Major Cuts in Carbon Emissions Are Not Worth The Cost

That’s the motion debated (Oxford-style) January 2009 on National Public Radio’s Intelligence Squared. The program runs about 45 minutes and was well worth my time.

FOR THE MOTION:

Peter Huber, co-author of The Bottomless Well and senior fellow at the Manhattan Institute.

Bjorn Lomborg, creator of the Copenhagen Consensus

Philip Stott, biogeographer and the editor of the Journal of Biogeography for 18 years.

AGAINST THE MOTION

L. Hunter Lovins, president of Natural Capitalism Solutions

Oliver Tickell, author of Kyoto2

Adam Werbach, global chief executive officer at Saatchi & Saatchi. He is the youngest president ever elected for the Sierra Club.

You can hear the debate on this media player:

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A Green Recovery

This was written by Bill Keye, Government Affairs Specialist for the California Licensed Foresters Association.

On a scale not seen since the Great Depression, unemployment and underemployment continue to grind away at California and the United States.  27 years ago, in November, 1982, the unemployment rate in the Golden State hit 11.0%.  It hung around that level for several months, and then began to drop.  It never touched those heights again, until 2009.

This year, we’ve already hit 12.2% and may well exceed 13% in 2010.  California is worse off than most states this time around, a couple of points above the national level.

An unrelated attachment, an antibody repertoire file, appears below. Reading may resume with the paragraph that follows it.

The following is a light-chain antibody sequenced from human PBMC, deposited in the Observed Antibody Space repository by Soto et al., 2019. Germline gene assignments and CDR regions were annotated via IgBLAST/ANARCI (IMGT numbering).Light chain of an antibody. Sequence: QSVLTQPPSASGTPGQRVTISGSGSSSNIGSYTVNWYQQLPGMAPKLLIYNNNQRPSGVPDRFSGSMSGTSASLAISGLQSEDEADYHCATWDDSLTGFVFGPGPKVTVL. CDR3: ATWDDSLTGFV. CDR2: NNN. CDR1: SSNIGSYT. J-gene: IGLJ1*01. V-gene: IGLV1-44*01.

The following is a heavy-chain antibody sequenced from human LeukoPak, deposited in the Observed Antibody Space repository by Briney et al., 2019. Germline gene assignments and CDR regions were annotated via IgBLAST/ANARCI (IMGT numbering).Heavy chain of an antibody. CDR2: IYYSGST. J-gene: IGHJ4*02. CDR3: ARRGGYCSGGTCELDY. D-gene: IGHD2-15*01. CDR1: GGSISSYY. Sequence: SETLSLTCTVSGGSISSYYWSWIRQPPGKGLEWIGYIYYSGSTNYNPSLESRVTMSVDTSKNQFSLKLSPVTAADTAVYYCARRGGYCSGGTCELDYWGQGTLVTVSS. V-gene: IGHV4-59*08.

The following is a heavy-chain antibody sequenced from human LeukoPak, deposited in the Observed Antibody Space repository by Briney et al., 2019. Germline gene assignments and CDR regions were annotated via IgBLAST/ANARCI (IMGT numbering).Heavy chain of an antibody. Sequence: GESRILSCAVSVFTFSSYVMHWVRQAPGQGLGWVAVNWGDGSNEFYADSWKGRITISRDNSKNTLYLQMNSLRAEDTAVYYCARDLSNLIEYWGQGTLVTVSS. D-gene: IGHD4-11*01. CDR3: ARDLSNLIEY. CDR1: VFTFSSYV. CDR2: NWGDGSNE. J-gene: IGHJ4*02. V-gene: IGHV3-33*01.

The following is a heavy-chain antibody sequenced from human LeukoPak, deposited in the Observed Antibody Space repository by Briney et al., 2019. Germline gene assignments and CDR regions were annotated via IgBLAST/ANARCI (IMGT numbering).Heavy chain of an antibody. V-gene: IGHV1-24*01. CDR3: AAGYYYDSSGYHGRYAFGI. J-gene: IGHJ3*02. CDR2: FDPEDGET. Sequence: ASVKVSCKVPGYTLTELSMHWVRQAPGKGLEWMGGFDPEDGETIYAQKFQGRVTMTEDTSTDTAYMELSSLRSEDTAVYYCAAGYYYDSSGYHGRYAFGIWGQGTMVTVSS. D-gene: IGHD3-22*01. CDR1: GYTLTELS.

In forestry, we’ve seen mills shut, colleagues (or ourselves) laid off, Main Street businesses wither away.

The Board of Equalization (BOE) reports that in 2008, timber harvest in California was only 1.37 billion board-feet, very likely the lowest since – you already know – the Great Depression.  Actually, timber harvest levels may even have been higher during the Depression because California’s current habit of importing most of our wood is a recent phenomenon.

When the BOE updates their state harvest stats next year, it seems predictable that the figures for 2009 will be even more depressing.

So we’re slogging through unsettling darkness, the grinding all around us.  A chewing up and rearranging of economic tectonic plates, communities and human lives.

Still the trees grow.  It’s helpful for me to remind myself that even during the Great Depression, when bitter hardship and dislocation were rife, very few Americans starved to death.

This puts things into perspective.  We’re still a wealthy country and an especially wealthy state despite our self-inflicted difficulties.

Ever present is the challenge of using our vast forest resources for something closer to Gifford Pinchot’s “greatest good.”  This year, our California legislature actually passed a bill that does something nice for California forestry:  AB 1066 (Mendoza).  That, in itself, is pretty amazing.

High unemployment has a profound effect on policy makers, even in eco-arrogant California.

AB 1066, although not a major bill, is still symbolic.  It means more than just the resurrection of a few expired THPs.  AB 1066’s legislative success may portend something bigger, a growing recognition of the full importance of our renewable natural resources, including extractive uses that physically sustain people.

Sustainable forestry, of course, could employ many thousands more people in California than it currently does, helping to spur economic recovery.  We can sequester more carbon, spark more electricity, support more families and cut pollution by importing less wood and curbing wildfires.

We can also plant more trees, fix roads and build trails, improve habitat and so forth.  Actually touch the land and feel its goodness.  And still revel in California’s Golden beauty.

In our current darkness, there is light.  Foresters have solutions.

Reprinted by permission from the California Licensed Foresters Association Update newsletter, November, 2009

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